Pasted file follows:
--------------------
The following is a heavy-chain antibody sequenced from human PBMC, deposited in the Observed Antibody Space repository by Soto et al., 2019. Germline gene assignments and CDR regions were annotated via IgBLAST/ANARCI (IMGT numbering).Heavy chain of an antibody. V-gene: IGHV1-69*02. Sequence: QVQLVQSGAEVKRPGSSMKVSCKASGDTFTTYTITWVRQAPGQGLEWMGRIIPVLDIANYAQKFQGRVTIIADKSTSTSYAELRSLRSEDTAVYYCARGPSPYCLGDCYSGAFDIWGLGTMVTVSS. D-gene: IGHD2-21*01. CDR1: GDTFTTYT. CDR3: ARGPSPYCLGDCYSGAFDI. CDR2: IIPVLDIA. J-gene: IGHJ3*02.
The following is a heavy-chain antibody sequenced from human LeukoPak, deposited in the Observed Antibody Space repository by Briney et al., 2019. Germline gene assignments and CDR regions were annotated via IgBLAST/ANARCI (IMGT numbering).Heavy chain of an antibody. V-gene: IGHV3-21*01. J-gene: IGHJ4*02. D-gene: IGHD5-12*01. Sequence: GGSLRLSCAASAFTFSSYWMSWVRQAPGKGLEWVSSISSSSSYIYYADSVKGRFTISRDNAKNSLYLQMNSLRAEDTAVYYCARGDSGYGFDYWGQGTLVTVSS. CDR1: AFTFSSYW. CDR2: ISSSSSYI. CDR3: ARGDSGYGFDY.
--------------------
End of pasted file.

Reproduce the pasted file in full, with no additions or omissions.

The following is a heavy-chain antibody sequenced from human PBMC, deposited in the Observed Antibody Space repository by Soto et al., 2019. Germline gene assignments and CDR regions were annotated via IgBLAST/ANARCI (IMGT numbering).Heavy chain of an antibody. V-gene: IGHV1-69*02. Sequence: QVQLVQSGAEVKRPGSSMKVSCKASGDTFTTYTITWVRQAPGQGLEWMGRIIPVLDIANYAQKFQGRVTIIADKSTSTSYAELRSLRSEDTAVYYCARGPSPYCLGDCYSGAFDIWGLGTMVTVSS. D-gene: IGHD2-21*01. CDR1: GDTFTTYT. CDR3: ARGPSPYCLGDCYSGAFDI. CDR2: IIPVLDIA. J-gene: IGHJ3*02.
The following is a heavy-chain antibody sequenced from human LeukoPak, deposited in the Observed Antibody Space repository by Briney et al., 2019. Germline gene assignments and CDR regions were annotated via IgBLAST/ANARCI (IMGT numbering).Heavy chain of an antibody. V-gene: IGHV3-21*01. J-gene: IGHJ4*02. D-gene: IGHD5-12*01. Sequence: GGSLRLSCAASAFTFSSYWMSWVRQAPGKGLEWVSSISSSSSYIYYADSVKGRFTISRDNAKNSLYLQMNSLRAEDTAVYYCARGDSGYGFDYWGQGTLVTVSS. CDR1: AFTFSSYW. CDR2: ISSSSSYI. CDR3: ARGDSGYGFDY.